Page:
Taylor rule doesn’t require existence of natural interest rate, as it merely link the policy variable (interest rate) to some other variables. And the quotation from Keynes is exactly what the IS curve is about, i.e. that many combinations of interest rate and output are compatible with short-run equilibrium in goods market. Now, Romer closes his model by assuming that natural level of output, at which inflation stays constant, exists (and thus implicitly defines the natural rate), but one could imagine that the model is closed in some other way.

    Moreover, claiming that mainstream position is one of “quantity of money/exogenous money” is just typical heterodox nonsense. Apparently you missed this part of Krugman’s post:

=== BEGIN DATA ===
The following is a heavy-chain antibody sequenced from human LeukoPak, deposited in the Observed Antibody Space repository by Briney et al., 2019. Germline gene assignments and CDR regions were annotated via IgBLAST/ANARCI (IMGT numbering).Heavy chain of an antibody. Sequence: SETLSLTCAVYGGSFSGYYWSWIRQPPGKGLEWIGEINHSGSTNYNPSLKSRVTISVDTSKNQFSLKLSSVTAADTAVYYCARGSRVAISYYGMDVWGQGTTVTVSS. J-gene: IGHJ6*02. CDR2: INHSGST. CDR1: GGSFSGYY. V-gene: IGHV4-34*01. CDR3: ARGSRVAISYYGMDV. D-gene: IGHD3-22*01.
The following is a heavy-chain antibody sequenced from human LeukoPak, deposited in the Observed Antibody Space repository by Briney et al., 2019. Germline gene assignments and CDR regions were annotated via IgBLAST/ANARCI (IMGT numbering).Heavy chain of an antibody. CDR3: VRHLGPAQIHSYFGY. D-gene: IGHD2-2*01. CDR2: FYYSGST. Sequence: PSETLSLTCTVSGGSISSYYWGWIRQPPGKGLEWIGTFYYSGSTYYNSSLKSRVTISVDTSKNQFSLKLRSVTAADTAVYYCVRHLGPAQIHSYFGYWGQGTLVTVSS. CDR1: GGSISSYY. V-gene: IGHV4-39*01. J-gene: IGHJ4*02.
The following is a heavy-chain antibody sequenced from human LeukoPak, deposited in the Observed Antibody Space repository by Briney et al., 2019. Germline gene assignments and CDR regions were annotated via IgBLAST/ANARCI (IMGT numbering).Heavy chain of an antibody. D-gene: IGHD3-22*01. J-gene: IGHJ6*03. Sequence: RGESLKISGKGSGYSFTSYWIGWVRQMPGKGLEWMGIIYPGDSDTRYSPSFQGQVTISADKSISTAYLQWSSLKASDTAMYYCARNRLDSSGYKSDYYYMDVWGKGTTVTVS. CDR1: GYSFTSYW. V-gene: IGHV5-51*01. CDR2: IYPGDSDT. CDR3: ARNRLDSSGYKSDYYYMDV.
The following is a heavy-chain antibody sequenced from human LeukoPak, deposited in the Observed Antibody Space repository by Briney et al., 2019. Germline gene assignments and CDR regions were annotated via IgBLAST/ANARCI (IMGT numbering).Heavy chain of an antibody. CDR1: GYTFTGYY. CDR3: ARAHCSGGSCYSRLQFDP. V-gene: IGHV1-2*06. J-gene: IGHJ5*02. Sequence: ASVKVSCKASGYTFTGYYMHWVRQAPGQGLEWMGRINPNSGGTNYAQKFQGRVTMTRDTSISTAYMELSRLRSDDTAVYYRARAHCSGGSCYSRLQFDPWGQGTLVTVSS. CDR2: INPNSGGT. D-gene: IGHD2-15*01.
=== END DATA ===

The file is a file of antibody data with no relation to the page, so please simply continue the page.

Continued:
But in this more complex world, where even the definition of the money supply becomes highly dubious, why even talk about an LM curve? Well, before 2008 most macroeconomists didn’t! They talked instead about interest rate targets, Taylor rules, and all that. Mike Woodford, who is probably our leading macroeconomist’s macroeconomist, has even made one of his signature modeling tricks the building of models in which there is (almost) no outside money. Sensible macroeconomists have known for a long time that quantity-theory type models, if they were ever useful, aren’t much use in the modern economy.

    If heterodox economists want to have a dialogue, that’s great. Discussing actual economics ideas instead of writing angry diatribes obsessing over Paul Kurgman’s blogposts would be a good start.

    • (1) I’m not getting into the Taylor Rule thing. There’s a paper by Philip Arestis in the book cited above containing the Marc Lavoie paper if you are interested in why the Taylor Rule implies a natural rate.